Women comprise today more than half of the talent pipeline (holding some 60 percent of graduate degrees), and the majority (64 percent of senior women, according to Center for Talent Innovation research) are eager to be promoted to the next job level.
Yet we also find that, at the door to the C-suite, they hesitate to cross the threshold -- fearful, we suspect, of having to walk the tightrope between feminine and authoritative, and between effective and likable. Men simply aren’t forced to choose, since by dint of being male they’re already perceived as leadership material.
Since the early 1970s, when social scientist Virginia Schein showed that both male and female managers perceive leadership attributes as more likely to be held by men than women, studies have repeatedly confirmed that we associate masculine attributes with leadership suitability and feminine attributes with serve-ability -- “taking charge” skills being the province of men, and “taking care” skills being the province of women.
Related: Stop Fixing Women to Act Like Men
Women perceived as having certain traits. Despite research showing that gender is not a reliable predictor of how a person will lead, we persist in vetting leadership candidates on precisely that basis. Women are seen to embody such “feminine” traits as being less self-confident, less analytical and less emotionally stable, traits not associated with capable leaders; whereas traits we associate with being masculine -- being aggressive, dominant, objective, and competitive -- are considered requisite to leadership. Compounding this stereotypical perception of women is men’s inability to perceive their own “invisible knapsack” of privilege, that kit of inborn traits that grants them access, acceptance and authority they’re unaware they’re carrying.
When women do manifest the requisite traits, we’re inclined to punish them for it. Experiments repeatedly surface our inclination to fault women for career ambition and entrepreneurial smarts while rewarding it in men.
In an experiment conducted at the Stern School of Business at New York University in 2003, male and female graduate students who assessed the leadership capabilities of a real-life successful entrepreneur named Heidi were far more inclined to admire this accomplished individual when she was recast as Howard.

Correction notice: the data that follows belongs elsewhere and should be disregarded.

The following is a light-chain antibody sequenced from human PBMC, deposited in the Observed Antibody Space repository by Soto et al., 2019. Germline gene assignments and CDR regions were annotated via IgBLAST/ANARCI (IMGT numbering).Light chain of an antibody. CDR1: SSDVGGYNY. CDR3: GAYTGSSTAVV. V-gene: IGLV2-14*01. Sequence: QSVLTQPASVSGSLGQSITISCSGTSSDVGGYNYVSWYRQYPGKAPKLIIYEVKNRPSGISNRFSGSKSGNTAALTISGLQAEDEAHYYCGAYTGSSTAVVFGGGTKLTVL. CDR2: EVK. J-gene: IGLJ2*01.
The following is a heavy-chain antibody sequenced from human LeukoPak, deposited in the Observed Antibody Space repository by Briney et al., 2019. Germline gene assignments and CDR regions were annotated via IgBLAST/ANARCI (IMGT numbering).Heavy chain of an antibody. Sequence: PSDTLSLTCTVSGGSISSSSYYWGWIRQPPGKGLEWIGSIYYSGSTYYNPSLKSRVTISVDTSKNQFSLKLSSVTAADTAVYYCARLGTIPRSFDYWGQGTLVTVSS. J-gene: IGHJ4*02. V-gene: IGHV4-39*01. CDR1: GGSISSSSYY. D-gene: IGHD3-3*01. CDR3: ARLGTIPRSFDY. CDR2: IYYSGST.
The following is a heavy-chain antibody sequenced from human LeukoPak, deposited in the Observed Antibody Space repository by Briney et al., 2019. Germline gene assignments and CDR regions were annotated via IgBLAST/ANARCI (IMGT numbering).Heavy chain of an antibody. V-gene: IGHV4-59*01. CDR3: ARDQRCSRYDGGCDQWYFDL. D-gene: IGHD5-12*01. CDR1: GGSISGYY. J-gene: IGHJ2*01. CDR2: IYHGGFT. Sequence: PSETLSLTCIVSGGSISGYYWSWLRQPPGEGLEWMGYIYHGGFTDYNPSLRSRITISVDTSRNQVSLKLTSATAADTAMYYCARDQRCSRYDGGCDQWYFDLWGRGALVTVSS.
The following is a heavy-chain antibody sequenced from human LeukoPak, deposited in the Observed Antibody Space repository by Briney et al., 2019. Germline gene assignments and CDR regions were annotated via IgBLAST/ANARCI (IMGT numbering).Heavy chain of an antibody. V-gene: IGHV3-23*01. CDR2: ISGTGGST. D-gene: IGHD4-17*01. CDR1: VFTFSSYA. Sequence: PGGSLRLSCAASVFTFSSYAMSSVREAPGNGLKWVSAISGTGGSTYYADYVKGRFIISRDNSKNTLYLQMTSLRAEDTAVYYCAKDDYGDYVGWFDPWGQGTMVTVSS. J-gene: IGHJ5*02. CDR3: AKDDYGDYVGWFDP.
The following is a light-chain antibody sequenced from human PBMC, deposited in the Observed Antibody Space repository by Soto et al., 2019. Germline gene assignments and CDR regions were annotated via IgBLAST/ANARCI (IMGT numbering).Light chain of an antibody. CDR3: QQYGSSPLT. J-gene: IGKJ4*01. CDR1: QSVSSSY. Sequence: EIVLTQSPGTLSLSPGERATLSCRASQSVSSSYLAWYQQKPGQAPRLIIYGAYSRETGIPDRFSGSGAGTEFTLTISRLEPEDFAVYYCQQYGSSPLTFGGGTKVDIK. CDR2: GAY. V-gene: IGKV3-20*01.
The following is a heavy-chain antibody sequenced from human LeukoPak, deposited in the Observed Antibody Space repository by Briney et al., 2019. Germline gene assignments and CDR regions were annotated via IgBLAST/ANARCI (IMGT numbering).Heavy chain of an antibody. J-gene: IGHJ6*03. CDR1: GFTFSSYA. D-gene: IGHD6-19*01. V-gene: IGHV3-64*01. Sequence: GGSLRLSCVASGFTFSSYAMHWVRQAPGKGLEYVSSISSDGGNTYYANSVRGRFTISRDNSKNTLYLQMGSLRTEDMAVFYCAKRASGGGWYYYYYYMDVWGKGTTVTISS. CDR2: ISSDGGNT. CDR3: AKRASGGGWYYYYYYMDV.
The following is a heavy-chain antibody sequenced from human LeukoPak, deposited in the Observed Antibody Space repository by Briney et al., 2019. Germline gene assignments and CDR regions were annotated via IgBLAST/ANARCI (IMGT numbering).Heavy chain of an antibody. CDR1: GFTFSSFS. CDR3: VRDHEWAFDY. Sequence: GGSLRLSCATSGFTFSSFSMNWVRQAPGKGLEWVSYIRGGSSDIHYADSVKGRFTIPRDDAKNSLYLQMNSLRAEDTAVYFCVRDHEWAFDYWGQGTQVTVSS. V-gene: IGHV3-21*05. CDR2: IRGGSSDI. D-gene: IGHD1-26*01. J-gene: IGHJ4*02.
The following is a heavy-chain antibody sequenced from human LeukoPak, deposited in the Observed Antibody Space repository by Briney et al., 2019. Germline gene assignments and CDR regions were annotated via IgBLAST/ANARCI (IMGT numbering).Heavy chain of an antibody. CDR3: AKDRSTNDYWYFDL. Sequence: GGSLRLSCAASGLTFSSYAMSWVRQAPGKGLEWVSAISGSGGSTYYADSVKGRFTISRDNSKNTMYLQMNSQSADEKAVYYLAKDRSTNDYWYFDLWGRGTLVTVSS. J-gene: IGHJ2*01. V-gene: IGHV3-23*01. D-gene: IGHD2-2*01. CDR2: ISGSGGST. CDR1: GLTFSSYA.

Judging the likeability factor. Students given the case study about Heidi perceived her as “selfish,” “out for herself,” and “a little political” -- in short, not as likable as Howard. When this experiment was replayed in 2013, substituting Kathryn and Martin for Heidi and Howard, students actually liked Kathryn slightly better than Martin (8 versus 7.6) -- but they didn’t trust her nearly as much (6.4 for Kathryn, 7.8 for Martin). As the evaluators explained to CNN correspondent Anderson Cooper, who staged the replay, “men seem more genuine,” whereas women seem to be “trying too hard,” making them less trustworthy.
The likability-versus-competence tradeoff is arguably the most tenacious, as well as pernicious, double bind that women in leadership confront. First documented in 2004, when Madeline Heilman and others found that successful women, unlike successful men, suffered social rejection and personal derogation (especially when their success was in a male-dominated arena), it continues to be corroborated.
A large-scale study of 60,470 men and women conducted in 2011 found that, while slightly more than half (54 percent) of participants said they had no preference when it came to choosing the gender of their boss, the other 46 percent indicated a strong preference for a male superior -- by more than a 2-to-1 ratio, in fact.
Those who said they preferred a male boss cited not the positive attributes of male leaders but rather, the negative attributes of female leaders. Comments such as “catty” or “bitchy” cropped up a lot in these discussions. “While not directly addressing the competence of female leaders, these comments attach the personality of the female leader, indicating that some perceive these abstract female leaders as less likeable than men,” the researchers observed.
The tradeoff. Every time a woman takes the national or international stage, the likability/effectiveness double bind surfaces. Feminist blogger Jessica Valenti, writing for the Nation, noted that “women adjust their behavior to be likeable and as a result have less power in the world” -- an acceptable tradeoff, to her way of thinking, but nonetheless a tradeoff.
Most recently, Sheryl Sandberg, Facebook’s No. 2, has observed the tradeoff and lamented its impact on potentially high-impact women. “I believe this bias is at the very core of why women hold themselves back,” she wrote in her 2013 take-charge manifesto, Lean In. “It is also at the very core of why women are held back.”
Reprinted with permission from Executive Presence by Sylvia Hewlett. Copyright 2014. HarperBusiness, a division of HarperCollinsPublishers.